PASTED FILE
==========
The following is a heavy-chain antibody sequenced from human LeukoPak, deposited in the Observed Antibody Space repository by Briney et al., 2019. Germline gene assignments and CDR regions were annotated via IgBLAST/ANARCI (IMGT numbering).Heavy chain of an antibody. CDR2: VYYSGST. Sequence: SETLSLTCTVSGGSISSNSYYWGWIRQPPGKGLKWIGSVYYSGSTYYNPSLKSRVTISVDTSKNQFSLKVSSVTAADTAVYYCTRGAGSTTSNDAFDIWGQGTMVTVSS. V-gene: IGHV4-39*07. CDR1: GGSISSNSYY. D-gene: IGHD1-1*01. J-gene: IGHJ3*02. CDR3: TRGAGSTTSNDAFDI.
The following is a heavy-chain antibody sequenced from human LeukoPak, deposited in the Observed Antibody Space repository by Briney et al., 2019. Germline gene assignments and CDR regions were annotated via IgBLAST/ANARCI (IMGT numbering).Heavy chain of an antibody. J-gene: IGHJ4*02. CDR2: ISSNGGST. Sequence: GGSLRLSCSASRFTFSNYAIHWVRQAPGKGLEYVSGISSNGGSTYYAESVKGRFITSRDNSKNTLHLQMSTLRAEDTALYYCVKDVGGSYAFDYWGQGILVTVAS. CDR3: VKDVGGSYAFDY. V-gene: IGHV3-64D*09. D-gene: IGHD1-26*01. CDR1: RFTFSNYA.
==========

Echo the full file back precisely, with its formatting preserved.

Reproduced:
The following is a heavy-chain antibody sequenced from human LeukoPak, deposited in the Observed Antibody Space repository by Briney et al., 2019. Germline gene assignments and CDR regions were annotated via IgBLAST/ANARCI (IMGT numbering).Heavy chain of an antibody. CDR2: VYYSGST. Sequence: SETLSLTCTVSGGSISSNSYYWGWIRQPPGKGLKWIGSVYYSGSTYYNPSLKSRVTISVDTSKNQFSLKVSSVTAADTAVYYCTRGAGSTTSNDAFDIWGQGTMVTVSS. V-gene: IGHV4-39*07. CDR1: GGSISSNSYY. D-gene: IGHD1-1*01. J-gene: IGHJ3*02. CDR3: TRGAGSTTSNDAFDI.
The following is a heavy-chain antibody sequenced from human LeukoPak, deposited in the Observed Antibody Space repository by Briney et al., 2019. Germline gene assignments and CDR regions were annotated via IgBLAST/ANARCI (IMGT numbering).Heavy chain of an antibody. J-gene: IGHJ4*02. CDR2: ISSNGGST. Sequence: GGSLRLSCSASRFTFSNYAIHWVRQAPGKGLEYVSGISSNGGSTYYAESVKGRFITSRDNSKNTLHLQMSTLRAEDTALYYCVKDVGGSYAFDYWGQGILVTVAS. CDR3: VKDVGGSYAFDY. V-gene: IGHV3-64D*09. D-gene: IGHD1-26*01. CDR1: RFTFSNYA.